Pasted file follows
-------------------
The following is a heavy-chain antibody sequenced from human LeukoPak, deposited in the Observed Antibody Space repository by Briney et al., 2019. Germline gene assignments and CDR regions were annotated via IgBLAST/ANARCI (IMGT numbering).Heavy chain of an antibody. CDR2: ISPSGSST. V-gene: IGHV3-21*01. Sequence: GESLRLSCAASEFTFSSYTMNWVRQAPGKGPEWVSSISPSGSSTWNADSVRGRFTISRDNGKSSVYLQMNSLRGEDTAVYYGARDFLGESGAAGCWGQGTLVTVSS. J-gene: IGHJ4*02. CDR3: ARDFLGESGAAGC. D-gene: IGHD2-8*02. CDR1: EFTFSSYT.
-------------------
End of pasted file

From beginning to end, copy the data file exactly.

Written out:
The following is a heavy-chain antibody sequenced from human LeukoPak, deposited in the Observed Antibody Space repository by Briney et al., 2019. Germline gene assignments and CDR regions were annotated via IgBLAST/ANARCI (IMGT numbering).Heavy chain of an antibody. CDR2: ISPSGSST. V-gene: IGHV3-21*01. Sequence: GESLRLSCAASEFTFSSYTMNWVRQAPGKGPEWVSSISPSGSSTWNADSVRGRFTISRDNGKSSVYLQMNSLRGEDTAVYYGARDFLGESGAAGCWGQGTLVTVSS. J-gene: IGHJ4*02. CDR3: ARDFLGESGAAGC. D-gene: IGHD2-8*02. CDR1: EFTFSSYT.